The Feel of Gravité

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After taking a glance at the previous posts I’ve made concerning Gravity Rush (or Gravity Daze in Japan), I realized I’ve never dedicated a single post to talking about it. That’s pretty sad, honestly, because it’s more than deserving of one, and it’s a game that warrants the attention of anyone who appreciates new IPs and the combination of inspirations and new ideas within the gaming space -- especially on handhelds. It’s by far the most interesting and unique Vita-exclusive project, though it doesn’t have a lot of competition on that front. And that’s precisely the reason why it’s going to fly under the radar. That, and it’s on a handheld that’s not having a good start. I figured a certain someone should do something to make amends for the lack of attention being given to it on this blog, and that brings us here.

 

Gravity Rush was developed by a team from within Sony Computer Entertainment of Japan known as Team Siren. They haven’t said precisely when the game started development, but it had to have started soon after Siren: Blood Curse/New Translation released for PS3 in mid-2008. This is further evinced by the concept video uploaded to the game’s official Youtube account recently from ’08, back when the game’s title was Gravité (French for “Gravity,” which was previously the tentative title for the west until “Gravity Rush” was settled on) -- a fitting name considering its aesthetics. This means this game has been in development for at least three years. All for a game that will sell around half a million copies worldwide -- and that’s being optimistic. There is probably something wrong with this picture!

 

And don’t tell anyone who thinks it looks intriguing and doesn’t (or has no plan to) own a Vita that it was originally in development for PS3. Sometime during its development, Sony realized they probably needed an intriguing-looking exclusive for their new handheld, and moved it to Vita. That was a huge risk, one that sadly may not pay off.


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Upon reading hands-off impressions from random onlookers across the internet, I often see that many of them think this game visibly looks very “anime.” While that viewpoint isn’t entirely wrong, there’s quite a bit more to it than that. Gravity Rush’s background art style is inspired by the works of Jean Giraud and Enki Bilal -- and the mention of the latter ended up being sadly timely, since he recently passed. The style the in-game art style takes inspiration from is bande dessiné; specifically, French comics. That’s likely the reason why the game has comic-style cutscenes as well. This isn’t the first Japanese game to have European-inspired art, but this game takes it and puts its own unique spin on that concept. The characters themselves, however, are anime-inspired. There’s a healthy dose of pretty concept art on the official Japanese website.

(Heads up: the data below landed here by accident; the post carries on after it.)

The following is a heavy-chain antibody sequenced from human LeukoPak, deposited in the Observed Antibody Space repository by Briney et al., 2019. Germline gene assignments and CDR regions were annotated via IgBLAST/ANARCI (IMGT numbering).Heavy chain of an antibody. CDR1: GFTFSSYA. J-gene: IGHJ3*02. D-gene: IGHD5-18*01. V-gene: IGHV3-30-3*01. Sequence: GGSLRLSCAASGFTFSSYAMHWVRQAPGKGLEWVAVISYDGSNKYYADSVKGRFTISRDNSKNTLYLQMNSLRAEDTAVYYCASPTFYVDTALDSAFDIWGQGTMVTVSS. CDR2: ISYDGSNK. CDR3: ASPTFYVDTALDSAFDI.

There are also a bunch of comics there, cleverly called “Gravity Days,” that I hope Sony gets around to translating into English. I don’t think the chances of that are very high, though. Heck, they may not even bother doing an English website.

 

This project was helmed by Team Siren director and designer Keiichiro Toyama (who also directed the original Silent Hill), who wanted to handle a game that wasn’t another survival/horror title -- despite insistence from fans to make another one since the genre has seen better days. Its gameplay and open world style were inspired by, of all games, Xbox 360 exclusive Crackdown (mentioned at the same link as the one above, on the Playstation Blog). Japanese developers don’t often take inspiration from western games despite playing them more often than the Japanese public, which makes this an interesting and welcome change. Toyama also said he came up with the concept for this game around ten years ago, and was one he always wanted to make.


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The music is also beautiful, the work of accomplished composer Kohei Tanaka. There are plenty of samples on the game’s official Japanese website. He tends to stick to anime and movies for his work, but his compositions seem to fit what the game is going for. It’s always a treat when the video game industry welcomes a composer that doesn’t usually work in the field.

 

The combination of its approach to gameplay and the art style make it like nothing else on the market, and that’s by far its biggest potential hurdle. It’s admittedly on a system currently bereft of original titles (in established IPs or not), which could make it stand out more. But it’s still highly likely that it won’t be as appreciated as it should be, precisely because of the risky approach it takes. The game is currently available now in Japan, where it’s getting quite a bit of critical praise (with DLC releasing intermittently). It releases in America and Europe (where it’s now getting a physical release) on June 12 and June 13, respectively.

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